4:25 pm Oct. 12, 2012
A.M. Homes takes hundreds and hundreds of pages of notes when she’s working on a book.
“I look up everything from, you know, explosive rage, to, you know, Westchester County demographics,” she told me when we met recently in a West Village restaurant to talk.
Homes pulled out notepads from her bag to show me. It was immediately evident from looking at her chicken-scratch handwriting that she could just as easily have been a doctor. It turns out she’s enthralled by the medical world.
“I really am fascinated by… the way people describe their problems and tell their stories,” she said.
The author of 11 books, A.M. Homes is an expert at psychological stories laced with dark humor. She isn’t afraid to examine the bleaker side of life. Homes has covered a lot of ground in her previous books, from pedophiles to the true story of her birth parents seeking her out three decades after she was given up for adoption. Her latest novel, May We Be Forgiven, just out from Viking, is the funniest serious book since Skippy Dies by Paul Murray (and both books showcase adults who are more childlike at first than the children).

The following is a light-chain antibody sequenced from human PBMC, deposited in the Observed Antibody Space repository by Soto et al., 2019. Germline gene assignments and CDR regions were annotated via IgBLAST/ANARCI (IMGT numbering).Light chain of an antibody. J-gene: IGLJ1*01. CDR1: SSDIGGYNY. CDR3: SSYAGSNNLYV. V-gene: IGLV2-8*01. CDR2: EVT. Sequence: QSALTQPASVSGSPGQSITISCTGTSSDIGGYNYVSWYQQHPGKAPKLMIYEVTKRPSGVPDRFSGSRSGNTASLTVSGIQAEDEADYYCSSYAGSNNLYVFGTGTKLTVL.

In this all-encompassing novel, Homes traces the disintegration and rehabilitation of a highly dysfunctional family. She set out to write about “the evolution of a family”—and the beginnings of the novel came thanks to Zadie Smith. Around 2007 Smith asked if Homes could contribute something to The Book of Other People, a collection of character-driven stories. Homes was interested in angry brothers, and began, but couldn’t finish, something on that subject. She ended up submitting another piece for Smith’s book, but eventually continued to work on the first one. The story found its way, via guest editor William Boyd, into Granta’s hundredth issue, released in the winter of 2007–8, and in turn Salman Rushdie picked it for the 2008 Best American Short Stories collection. But Homes felt there was more to be done with it.